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This country with 96% Muslim population has banned Hijab, beard, prohibition on religious books too

There are bans on wedding and funeral banquets, as well as on keeping beards and wearing hijabs.

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This country with 96% Muslim population has banned Hijab, beard, prohibition on religious books too
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    In all Islamic countries, there are strict rules related to education, attire, and religion. These include requirements for women to wear hijabs, men to keep beards, and wear kurtas. However, there is one country where, despite having a 96% Muslim population, traditional Muslim beards and hijabs are banned. This country is Tajikistan, where wearing a beard and hijab is prohibited. Although Tajikistan is constitutionally secular, religious freedom is enshrined in its constitution. Tajikistan has a rich history and has been under the rule of President Emomali Rahmon for nearly three decades.

    According to the US International Religious Freedom Report 2024, the Tajikistan government's already poor record on religious freedom is deteriorating. President Emomali Rahmon's regime continues its repressive policies, suppressing public displays of religiosity by people of all faiths and persecuting minority communities. There are bans on wedding and funeral banquets, as well as on keeping beards and wearing hijabs. The American report notes that in 2022, Islamic bookshops in Dushanbe were forcibly closed.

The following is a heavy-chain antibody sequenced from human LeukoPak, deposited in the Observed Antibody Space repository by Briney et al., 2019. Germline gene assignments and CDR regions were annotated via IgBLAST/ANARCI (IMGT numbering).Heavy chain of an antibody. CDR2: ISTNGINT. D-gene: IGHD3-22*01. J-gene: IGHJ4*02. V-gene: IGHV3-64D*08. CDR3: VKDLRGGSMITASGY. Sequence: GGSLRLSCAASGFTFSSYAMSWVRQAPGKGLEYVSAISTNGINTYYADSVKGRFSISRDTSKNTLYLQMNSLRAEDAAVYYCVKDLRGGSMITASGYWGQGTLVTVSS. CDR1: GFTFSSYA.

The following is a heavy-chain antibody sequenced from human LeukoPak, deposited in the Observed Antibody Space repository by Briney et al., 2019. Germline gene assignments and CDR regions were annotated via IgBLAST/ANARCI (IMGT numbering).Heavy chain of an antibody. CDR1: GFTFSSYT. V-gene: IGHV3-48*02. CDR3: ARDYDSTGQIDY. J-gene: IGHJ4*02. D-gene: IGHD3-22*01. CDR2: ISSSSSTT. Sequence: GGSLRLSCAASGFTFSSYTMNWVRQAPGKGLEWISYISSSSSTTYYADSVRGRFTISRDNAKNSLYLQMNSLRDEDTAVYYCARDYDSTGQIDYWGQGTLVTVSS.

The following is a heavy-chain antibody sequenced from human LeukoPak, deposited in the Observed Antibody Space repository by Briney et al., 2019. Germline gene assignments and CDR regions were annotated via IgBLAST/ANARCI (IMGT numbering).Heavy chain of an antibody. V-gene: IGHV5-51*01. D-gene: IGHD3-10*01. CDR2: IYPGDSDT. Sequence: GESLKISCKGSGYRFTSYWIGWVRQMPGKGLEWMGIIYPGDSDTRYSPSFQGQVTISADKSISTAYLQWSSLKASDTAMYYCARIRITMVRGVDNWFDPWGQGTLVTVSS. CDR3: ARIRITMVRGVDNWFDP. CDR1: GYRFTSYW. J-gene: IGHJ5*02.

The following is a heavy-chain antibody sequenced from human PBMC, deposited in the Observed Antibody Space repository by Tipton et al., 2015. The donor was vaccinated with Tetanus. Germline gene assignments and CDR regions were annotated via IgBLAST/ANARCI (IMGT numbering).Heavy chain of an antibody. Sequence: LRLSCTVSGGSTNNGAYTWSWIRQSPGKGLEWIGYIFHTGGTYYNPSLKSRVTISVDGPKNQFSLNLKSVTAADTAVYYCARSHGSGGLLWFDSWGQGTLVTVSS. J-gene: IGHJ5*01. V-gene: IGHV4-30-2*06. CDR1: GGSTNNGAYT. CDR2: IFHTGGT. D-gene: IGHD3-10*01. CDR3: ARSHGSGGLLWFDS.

Religious materials cannot be imported without government approval. Although these shops were reopened in 2023, they are no longer permitted to sell Islamic books. The Tajikistan government justifies its policies as necessary to curb extremism, aiming to prevent Islamic radicalism in the country. Notably, Tajikistan shares a border with Afghanistan.

    A report published in The Diplomat in 2015 mentioned that regulations were preventing female students under 18 from wearing hijabs. Children under 18 were not allowed to participate in public religious activities, except for funerals. Additionally, laws control private ceremonies like funerals and weddings, requiring official permission. The government also determines the number of attendees at these ceremonies.

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